We are pleased to announce the release of Snowplow 0.9.14, our 17th and final release of Snowplow for 2014! This release contains a variety of important bug fixes, plus support for three new event streams which can be loaded into your Snowplow event warehouse and unified log:
- Mandrill – for tracking email and email-related events delivered by Mandrill
- PagerDuty – for tracking incidents generated by PagerDuty
- Pingdom – for tracking site outages detected by Pingdom
Read on for more information:
- Mandrill webhook support
- PagerDuty webhook support
- Pingdom webhook support
- Vagrant support
- EmrEtlRunner improvements
- Making Hadoop Enrich and Hadoop Shred more tolerant
- Clojure Collector bug fixes
- CloudFront Collector bug fix
The Mandrill webhook adapter lets you track email and email-related events delivered by Mandrill. Using this functionality, you can warehouse all email-related events alongside your existing Snowplow events.
For help setting up the Mandrill support, see the Mandrill webhook setup wiki page.
For technical details on this adapter, see the Mandrill webhook adapter wiki page.
The PagerDuty webhook adapter lets you track incidents reported by PagerDuty. Using this you can record all incident related events from PagerDuty with existing Snowplow events.
For help setting up PagerDuty support, see the PagerDuty webhook setup wiki page.
For technical details on this adapter, see the PagerDuty webhook adapter wiki page.
The Pingdom webhook adapter lets you track all site monitoring related events delivered by Pingdom.
For help setting up Pingdom support, see the Pingdom webhook setup wiki page.
For technical details on this adapter, see the Pingdom webhook adapter wiki page.
A big focus for 2015 is going to be on making it easier to contribute to the various Snowplow projects. As part of this, we will be implementing a standard quickstart process for hacking on any given Snowplow repository using Vagrant.
The main Snowplow repository is among the first Snowplow projects to get the Vagrant quickstart treatment. A simple
vagrant up && vagrant ssh will install all of the required development and build tools automatically for you. This is how you would get started if you wanted to hack on Snowplow’s Scala Common Enrich component:
We hope you find this useful – expect to see other Snowplow projects (including our trackers) getting the Vagrant treatment over the coming weeks.
We have made an important bug fix to EmrEtlRunner for Clojure Collector users: Amazon has slightly changed the event log filenames generated by the Clojure Collector in some Elastic Beanstalk environments; we have updated EmrEtlRunner so that it can pick up both the old and new filenames (#1194).
To make debugging failed runs easier, we have updated EmrEtlRunner so that, on a job failure in EMR, the status of the overall jobflow and all individual steps are logged to stdout (#1153).
We have upgraded the Hadoop Enrich and Scala Hadoop Shred jobs to make them more tolerant of the Snowplow trackers sending newer self-describing JSON versions. If you are interested in finding out more, please check out tickets #1220 and #1231.
We have also relaxed the Hadoop Enrich job to accept Snowplow events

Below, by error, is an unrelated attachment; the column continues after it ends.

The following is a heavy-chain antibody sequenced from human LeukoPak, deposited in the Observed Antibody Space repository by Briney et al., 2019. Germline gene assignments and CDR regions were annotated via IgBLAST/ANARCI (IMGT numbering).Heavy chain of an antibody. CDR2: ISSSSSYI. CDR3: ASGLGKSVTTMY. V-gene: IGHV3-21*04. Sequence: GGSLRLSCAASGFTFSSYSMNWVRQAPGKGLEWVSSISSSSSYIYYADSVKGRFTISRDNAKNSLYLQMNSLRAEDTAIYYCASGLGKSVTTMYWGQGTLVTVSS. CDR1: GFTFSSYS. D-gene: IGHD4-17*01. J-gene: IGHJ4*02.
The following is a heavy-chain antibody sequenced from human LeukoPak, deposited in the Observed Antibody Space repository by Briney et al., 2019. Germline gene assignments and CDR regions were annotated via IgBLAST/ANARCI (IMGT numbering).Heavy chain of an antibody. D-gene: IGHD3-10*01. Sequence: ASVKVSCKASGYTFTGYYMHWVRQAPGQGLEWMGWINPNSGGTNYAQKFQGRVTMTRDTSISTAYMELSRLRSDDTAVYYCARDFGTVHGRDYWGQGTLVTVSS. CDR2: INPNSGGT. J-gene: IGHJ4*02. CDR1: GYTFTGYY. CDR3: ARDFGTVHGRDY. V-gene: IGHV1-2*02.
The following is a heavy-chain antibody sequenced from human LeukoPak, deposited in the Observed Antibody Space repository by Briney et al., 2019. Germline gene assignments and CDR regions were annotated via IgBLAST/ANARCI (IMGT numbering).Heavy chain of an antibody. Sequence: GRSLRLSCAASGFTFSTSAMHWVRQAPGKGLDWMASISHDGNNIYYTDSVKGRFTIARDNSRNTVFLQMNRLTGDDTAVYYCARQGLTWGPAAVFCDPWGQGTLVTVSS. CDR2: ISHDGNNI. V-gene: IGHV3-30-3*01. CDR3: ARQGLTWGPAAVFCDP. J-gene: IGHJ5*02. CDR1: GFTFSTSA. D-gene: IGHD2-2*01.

POSTed with an
application/json content-type not including a
charset=utf-8 parameter (#1257).
The improvements to Scala Hadoop Enrich were implemented in the underlying Scala Common Enrich library, and will be applied to our Kinesis event flow in the next Kinesis release.
We are making available a patch release of the Clojure Collector, version 0.9.1. This fixes two important bugs:
- We increased Tomcat’s HTTP header tolerance to 64kB to handle much larger GET requests, such as those containing multiple large contexts (#1249). Many thanks to Anton Kirillov for identifying this issue
- We changed the 1×1 pixel response to use a “stable” GIF image (#1258). This is needed to successfully track email opens in Gmail. Many thanks to Jaime Irurzun for identifying this issue
Please note that this is the last Clojure Collector release that will support Tomcat 7; by default new Elastic Beanstalk applications expect Tomcat 8, and we have a version of the Clojure Collector in the works to support this.
The CloudFront Collector was affected by the same problem as the Clojure Collector: the 1×1 GIF image was not “stable”, leading to Gmail’s image-prefetcher not fetching it, and thus email opens in Gmail not being tracked in Snowplow.
We have now replaced the CloudFront pixel with a “stable” GIF (#1259).
You need to update EmrEtlRunner to the latest code (0.10.0) on GitHub:
This release bumps the Hadoop Enrichment process to version 0.11.0 and the Hadoop Shredding process to version 0.3.0.
In your EmrEtlRunner’s
config.yml file, update your
hadoop_shred jobs’ versions like so:
For a complete example, see our sample
This release bumps the Clojure Collector to version 0.9.1.
To upgrade to this release:
- Download the new warfile by right-clicking on this link and selecting “Save As…”
- Log in to your Amazon Elastic Beanstalk console
- Browse to your Clojure Collector’s application
- Click the “Upload New Version” and upload your warfile
You can find the new pixel in our GitHub repository as
2-collectors/cloudfront-collector/static/i – upload this to S3, overwriting your existing pixel.
Remember to invalidate the pixel in your CloudFront distribution.
Make sure to deploy Redshift tables for any of the new webhooks that you plan on ingesting into Snowplow. You can find the Redshift table deployment instructions on the corresponding webhook setup wiki pages:
Documentation relating to the new webhook support is available on the wiki:
For more details on this release, please check out the 0.9.14 Release Notes on GitHub.